The story of Yeti is as mysterious as the story of Bigfoot in North America and Mapinguari in the Amazon. Sherpa people depict the Yeti as a
human-like creature with long, shaggy hair in their traditional paintings. They consider the Yeti bigger and stronger creature than humans.
Yeti is a Sherpa word; Yah means rock and Teh means animal. Therefore the literal meaning of Yeti is a rock living animal. There are many folk stories
among Sherpa communities about the existence of Yeti.
Nobody has seen it face to face, but there are several bizarre incidents that mountaineers have reported, such as hearing high-pitched whistles,
strange looking footprints etc. Several scientific expeditions and people have tried to discover the Yeti. However, its existence has yet to be
proven. Some of the famous climbers like Eric Shipton, Frank Smythe and John Hunt have reported that they had seen big foot prints like that of
humans. Some of the mountaineers like Col. C.K. Howard and Don Whillans have even claimed the sighting of dark, human-like figures in the Himalayas.
There have been several documented sightings, here are some of the more noted:
1832 B.H. Hodson,the U.K. representative in Nepal, described a hirsute creature who reportedly had attacked his servants. The natives called the
beast "rakshas," which means "demon." This was the first report of the Yeti made by a Westerner.
1913 A group of Chinese hunters reportedly wounded and captured a hairy man-like creature, that the locals soon named the "snowman". This creature
was supposedly kept captive in Patang at Sinkiang province for a period of five months until it died. It was described as having a black monkey-like
face and large body covered with silvery yellow hair several inches long; it's hands and feet were man-like and the creature was incredibly
1921 Members of a British expedition (led by Col. Howard-Bury) climbing the north face of Mount Everest sighted some dark figures moving around on a
snowfield above them. When the explorers reached the spot, at some 17,500 feet, the creatures were not there but had left behind some huge, humanlike
footprints in the snow.
1938 The Yeti emerges as creatures of kindness and sympathy according to the story of Captain d'Auvergne, the curator of the Victoria Memorial near
Chowringhee in Calcuta. The Captain claims that, injured while traveling on his own in the Himalayas and threatened with snow-blindness and exposure,
he was saved from death by a 9 foot tall creature resembling a pre-historic human which, after carrying him several miles to a cave, fed and nursed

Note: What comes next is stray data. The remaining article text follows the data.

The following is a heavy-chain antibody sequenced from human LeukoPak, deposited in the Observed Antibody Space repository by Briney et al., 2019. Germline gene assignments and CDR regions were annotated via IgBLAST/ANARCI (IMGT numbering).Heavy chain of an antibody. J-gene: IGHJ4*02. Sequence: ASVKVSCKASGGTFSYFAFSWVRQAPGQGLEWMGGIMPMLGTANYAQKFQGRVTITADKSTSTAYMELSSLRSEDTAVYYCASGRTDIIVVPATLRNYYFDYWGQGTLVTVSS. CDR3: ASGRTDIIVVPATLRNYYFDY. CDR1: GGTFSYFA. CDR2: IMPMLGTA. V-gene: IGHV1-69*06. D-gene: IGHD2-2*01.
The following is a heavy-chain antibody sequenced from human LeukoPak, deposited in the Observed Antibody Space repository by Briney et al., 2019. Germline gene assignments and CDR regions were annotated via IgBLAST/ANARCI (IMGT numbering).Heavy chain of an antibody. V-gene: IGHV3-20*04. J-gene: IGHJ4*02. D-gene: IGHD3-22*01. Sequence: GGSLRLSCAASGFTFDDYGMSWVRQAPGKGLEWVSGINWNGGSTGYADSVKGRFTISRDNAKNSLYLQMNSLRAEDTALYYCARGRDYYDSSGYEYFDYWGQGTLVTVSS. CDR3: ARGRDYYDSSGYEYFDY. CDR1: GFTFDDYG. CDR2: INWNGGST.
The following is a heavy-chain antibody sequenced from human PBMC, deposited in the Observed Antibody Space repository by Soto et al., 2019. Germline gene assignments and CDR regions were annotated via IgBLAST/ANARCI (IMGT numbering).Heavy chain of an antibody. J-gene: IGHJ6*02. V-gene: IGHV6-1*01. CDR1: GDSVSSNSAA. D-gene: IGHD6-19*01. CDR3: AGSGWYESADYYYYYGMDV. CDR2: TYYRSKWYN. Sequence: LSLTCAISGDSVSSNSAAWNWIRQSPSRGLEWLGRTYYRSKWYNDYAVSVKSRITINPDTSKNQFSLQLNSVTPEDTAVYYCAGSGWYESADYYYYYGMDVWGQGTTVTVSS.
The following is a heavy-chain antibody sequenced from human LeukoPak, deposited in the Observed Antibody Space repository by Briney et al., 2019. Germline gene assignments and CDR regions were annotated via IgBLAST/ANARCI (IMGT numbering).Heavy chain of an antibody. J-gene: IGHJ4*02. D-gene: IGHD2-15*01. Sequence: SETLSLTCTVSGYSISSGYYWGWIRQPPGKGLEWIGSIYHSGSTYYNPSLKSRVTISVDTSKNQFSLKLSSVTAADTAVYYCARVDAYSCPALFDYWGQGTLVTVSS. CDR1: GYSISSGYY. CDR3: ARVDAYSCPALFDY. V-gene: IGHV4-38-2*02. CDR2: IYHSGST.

him until he was able to make his way back home.
1948 Norwegian uranium prospector Jan Frostis claimed he was attacked by one of two Yetis he stumble upon near Zemu Gap, in Sikkim. His shoulder was
badly mangled and he required extensive medical treatment to recover from his lesions.
1949 A Sherpa named Tenzing claimed to have seen playing in the snow near a monastery. This was the same Sherpa that shared the fame of Sir Edmund
Hillary in the first successful ascent of Mount Everest.
1954 The London Daily Mail's financed expedition (originally to hunt and catch a live Yeti) examined some supposedly 'authentic' Yeti scalps, but
determined that these were mostly fakes made out of from animal skin; a small handful of them proved to be intriguing though, and zoologists were
unable to link them to any known animals. The expedition also found footprints and droppings that, when analyzed, proved to contain both animal and
1998 American climber Craig Calonica, on Mount Everest, reported seeing a pair of yetis while coming down the mountain on its Chinese side. Both had
thick, shiny black fur, he said, and walked upright.
So is the yeti a fictitious legend or possibly a near-extinct primate of some type? There are alot of huge footprint findings and photographs, but not
any known photos of the actual yeti.
The Himalayas lie on the border between India, Nepal, and Tibet (now part of China). They are remote and forbidding. Large stretches around these
rough valleys and peaks are uninhabited. The tallest mountain in the world, Everest, 29,028 feet high, lies half in Nepal, half in China. It is from
Nepal, though, that most attempts to climb Everest, and the surrounding mountains, are made.
So far there is no firm evidence to support the existence of the Yeti, but there is no way show that he doesn't exist either. If he indeed lives in
the barren, frozen, upper reaches of the Himalayas where few men dare to tread, he may find his refuge safe for a long time to come.